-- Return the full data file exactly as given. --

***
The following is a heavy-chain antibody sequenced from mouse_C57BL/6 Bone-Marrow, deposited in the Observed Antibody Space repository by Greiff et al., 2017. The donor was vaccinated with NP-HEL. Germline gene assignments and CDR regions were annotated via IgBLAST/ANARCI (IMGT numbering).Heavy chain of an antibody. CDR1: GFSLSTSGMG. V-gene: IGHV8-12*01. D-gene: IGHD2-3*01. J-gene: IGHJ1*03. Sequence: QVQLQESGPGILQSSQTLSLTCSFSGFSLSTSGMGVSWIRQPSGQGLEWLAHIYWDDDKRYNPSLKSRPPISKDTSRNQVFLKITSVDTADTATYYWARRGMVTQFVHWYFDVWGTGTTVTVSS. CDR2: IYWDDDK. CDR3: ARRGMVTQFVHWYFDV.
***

The following is a heavy-chain antibody sequenced from mouse_C57BL/6 Bone-Marrow, deposited in the Observed Antibody Space repository by Greiff et al., 2017. The donor was vaccinated with NP-HEL. Germline gene assignments and CDR regions were annotated via IgBLAST/ANARCI (IMGT numbering).Heavy chain of an antibody. CDR1: GFSLSTSGMG. V-gene: IGHV8-12*01. D-gene: IGHD2-3*01. J-gene: IGHJ1*03. Sequence: QVQLQESGPGILQSSQTLSLTCSFSGFSLSTSGMGVSWIRQPSGQGLEWLAHIYWDDDKRYNPSLKSRPPISKDTSRNQVFLKITSVDTADTATYYWARRGMVTQFVHWYFDVWGTGTTVTVSS. CDR2: IYWDDDK. CDR3: ARRGMVTQFVHWYFDV.